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Food & Travel

Wellfleet bakery tastes French, starting at dawn

Boris Villatte (in an apron) and Philippe Rispoli make classic pastries and French influenced food at their boulangerie bistro. Boris Villatte (in an apron) and Philippe Rispoli make classic pastries and French influenced food at their boulangerie bistro. (Pb Boulangerie Bistro)
By Ann Trieger Kurland
Globe Correspondent / August 11, 2010

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WELLFLEET — Along a stretch of Route 6 dotted with saltbox cottages and eateries serving lobster rolls and broiled scallops, sits a slightly out-of-place French bakery and restaurant.

PB Boulangerie Bistro was opened in April by French natives Philippe Rispoli, 37, and Boris Villatte, 31 (PB is for their first names). The bakery sells close to 250 baguettes and 1,500 plain, chocolate, and almond croissants each day; dozens more loaves such as fig, olive, sourdough, multigrain, and brioche; sublime croque monsieurs, and assorted charcuterie, meats, cheeses, and specialty items.

Most mornings, there’s a line outside by 6:15, though the boulangerie isn’t open until 7. For most of the day, customers snake out the door onto a wood ramp and into the walkway. “The last time I had a chocolate croissant that rivaled this one was in Paris,’’ says Truro resident Charlotte Jerace, who waited for 30 minutes.

Rispoli is the chef in the team, Villatte the pastry chef. “We’re bringing back for people their memory of what they ate when they were in France. When they come here, they’re amazed,’’ says Villatte.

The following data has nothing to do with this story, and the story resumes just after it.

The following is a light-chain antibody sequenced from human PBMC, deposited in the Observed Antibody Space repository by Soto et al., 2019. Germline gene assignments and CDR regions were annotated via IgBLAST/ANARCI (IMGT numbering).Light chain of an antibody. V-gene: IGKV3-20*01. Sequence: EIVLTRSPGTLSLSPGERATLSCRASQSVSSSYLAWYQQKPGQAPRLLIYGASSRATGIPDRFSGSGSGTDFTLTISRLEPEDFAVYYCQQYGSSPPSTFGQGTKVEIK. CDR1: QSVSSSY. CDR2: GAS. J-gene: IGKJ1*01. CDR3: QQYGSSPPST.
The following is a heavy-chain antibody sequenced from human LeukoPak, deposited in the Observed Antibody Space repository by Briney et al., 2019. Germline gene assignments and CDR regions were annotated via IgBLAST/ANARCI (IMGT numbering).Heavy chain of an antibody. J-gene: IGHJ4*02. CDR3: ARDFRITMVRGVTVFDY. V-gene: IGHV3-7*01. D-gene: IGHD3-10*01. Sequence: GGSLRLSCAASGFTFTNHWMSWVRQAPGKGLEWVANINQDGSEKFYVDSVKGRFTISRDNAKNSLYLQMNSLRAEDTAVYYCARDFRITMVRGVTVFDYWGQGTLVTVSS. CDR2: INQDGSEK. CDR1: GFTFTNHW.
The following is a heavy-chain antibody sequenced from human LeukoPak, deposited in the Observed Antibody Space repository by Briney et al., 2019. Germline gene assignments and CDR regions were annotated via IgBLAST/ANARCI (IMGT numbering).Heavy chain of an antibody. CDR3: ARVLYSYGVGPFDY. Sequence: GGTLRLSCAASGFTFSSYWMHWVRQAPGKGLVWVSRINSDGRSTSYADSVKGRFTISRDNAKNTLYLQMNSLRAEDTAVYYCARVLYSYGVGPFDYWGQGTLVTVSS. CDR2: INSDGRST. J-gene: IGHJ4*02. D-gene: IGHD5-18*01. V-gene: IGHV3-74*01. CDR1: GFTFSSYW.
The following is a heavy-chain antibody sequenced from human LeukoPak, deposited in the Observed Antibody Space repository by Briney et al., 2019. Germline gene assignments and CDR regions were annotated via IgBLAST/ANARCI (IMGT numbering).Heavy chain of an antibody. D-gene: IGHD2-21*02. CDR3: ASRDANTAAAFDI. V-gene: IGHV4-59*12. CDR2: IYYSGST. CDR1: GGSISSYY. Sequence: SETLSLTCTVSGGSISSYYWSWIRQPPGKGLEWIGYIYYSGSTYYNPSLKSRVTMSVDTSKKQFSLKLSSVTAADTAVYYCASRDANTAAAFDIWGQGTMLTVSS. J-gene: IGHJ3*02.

He grew up in the Loire Valley, Rispoli in a village near Lyon. As is the tradition in France, both started their careers young — Rispoli at 14 and Villatte at 16 — apprenticing at restaurants in Lyon, where they met. Rispoli went on to work for the legendary chef Paul Bocuse. His career took him to New York, to Daniel Boulud and the celebrated restaurant Daniel. After several years, he returned to France. Boulud later brought Rispoli to Las Vegas to become executive chef at Daniel Boulud Brasserie at the Wynn Resort.

Meanwhile, Villatte was working at Parisian bakeries, where internationally known French baker Erick Kayser recognized Villatte’s skills and sent him around the world to open boulangeries.

Rispoli and Villatte kept in touch over the years. At one point, Villatte went to work with Rispoli in Las Vegas. “Boris’s bread is magic,’’ says Rispoli. “His bread is alive in your mouth.’’

The pair always had the idea to build a business together. The fact that the location is Wellfleet adds to their charming story. Rispoli fell in love with and married a woman he met in Las Vegas. Valeria Rispoli’s family has a home in Wellfleet. After a number of visits, Rispoli and Villatte decided that the area would be a good place for their venture.

They bought the former Clam Shack and remodeled the building, painting the exterior a salmon color, outfitting the bakery with a state-of-the-art oven and top equipment. They built an open kitchen for the adjacent bistro, an eclectic bar, and a dining room with outdoor seating.

First they opened the bakery. A few months later, on Bastille Day, they started serving dinner at the 60-seat bistro. The menu showcases New England dishes brightened with a French perspective. One night recently, there is a country pâté, charcuterie, lobster salad, Wellfleet oysters and local clams, slow-poached cod, roast chicken and frites, black Angus strip steak with lemon-parsley sauce, crepes Suzette, and creme brulee.

One morning, more than a dozen people are sitting on the patio sipping coffee and relishing croissants. Some are sharing tables with strangers, others are in line asking what they should try. Rispoli and Villatte greet regulars. “Bonjour, madame!’’ “Bonjour, monsieur!’’

“Bread brings people together,’’ says Rispoli.

PB Boulangerie Bistro , 15 Lecount Hollow Road, Wellfleet, 508-349-1600, www.pbboulangeriebistro.com

Ann Trieger Kurland can be reached at atrieger@comcast.net.

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